Suspect of Cold Springs police officer shooting released

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The man who was suspected of killing a Cold Springs police officer has been released from custody today, the Star Tribune reported.

The Star Tribune said that Ryan Michael Larson has been released pending further investigation. Authorities say that more evidence is needed.

The Pioneer Press reported that Larson allegedly shot Cold Spring police officer Tom Decker below his apartment Thursday night. Larson claims he was sleeping during this time.

Officials say that, although Larson has been released, the investigation is still active and they will still pursue their leads "exhaustively," the Pioneer Press reported.

Be careful what you 'like' on Facebook

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The rise in popularity of social media is prompting governments worldwide to pay more attention to what their citizens are posting.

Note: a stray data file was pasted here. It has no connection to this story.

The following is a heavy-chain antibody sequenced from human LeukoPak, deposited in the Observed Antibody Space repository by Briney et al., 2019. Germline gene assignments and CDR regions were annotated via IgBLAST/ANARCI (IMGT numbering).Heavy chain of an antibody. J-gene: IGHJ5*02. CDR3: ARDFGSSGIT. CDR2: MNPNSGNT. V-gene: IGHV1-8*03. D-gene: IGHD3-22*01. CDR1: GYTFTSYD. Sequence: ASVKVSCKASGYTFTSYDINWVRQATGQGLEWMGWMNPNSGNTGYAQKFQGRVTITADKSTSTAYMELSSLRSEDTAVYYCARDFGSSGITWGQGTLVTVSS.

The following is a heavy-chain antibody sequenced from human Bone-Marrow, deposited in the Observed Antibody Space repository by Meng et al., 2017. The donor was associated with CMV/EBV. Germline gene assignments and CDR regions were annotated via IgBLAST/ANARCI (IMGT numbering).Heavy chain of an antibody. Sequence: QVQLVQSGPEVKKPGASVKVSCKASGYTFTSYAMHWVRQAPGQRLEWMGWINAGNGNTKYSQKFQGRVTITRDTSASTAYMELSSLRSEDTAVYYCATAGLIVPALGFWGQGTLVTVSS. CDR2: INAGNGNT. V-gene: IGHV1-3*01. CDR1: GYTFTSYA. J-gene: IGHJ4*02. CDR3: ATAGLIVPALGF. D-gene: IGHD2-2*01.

The New York Times reported in November that a medical student in India was arrested and charged with engaging in offensive and hateful speech on her Facebook page. She posted a status disagreeing with the seemingly forced mourning of a political party leader.

Slate reported that the United States government is no exception. As reported in an article in Slate, the FBI used posts and "likes" on Facebook to link a group of California men to al-Qaeda.

Obama and Romney's lunch date

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The New York Times reported that Former Gov. Mitt Romney visited the White House for lunch Thursday, his first encounter with President Obama since the election.

The Washington Post reported that no press were allowed at the lunch, nor did either man talk to the media after the event.

The New York Times said that no aides were at the lunch, either. It was a one-on-one meal.

"Each man wanted to have a private conversation," said White House press secretary Jay Carney to the Washington Post. "They did not want to turn it into a press event."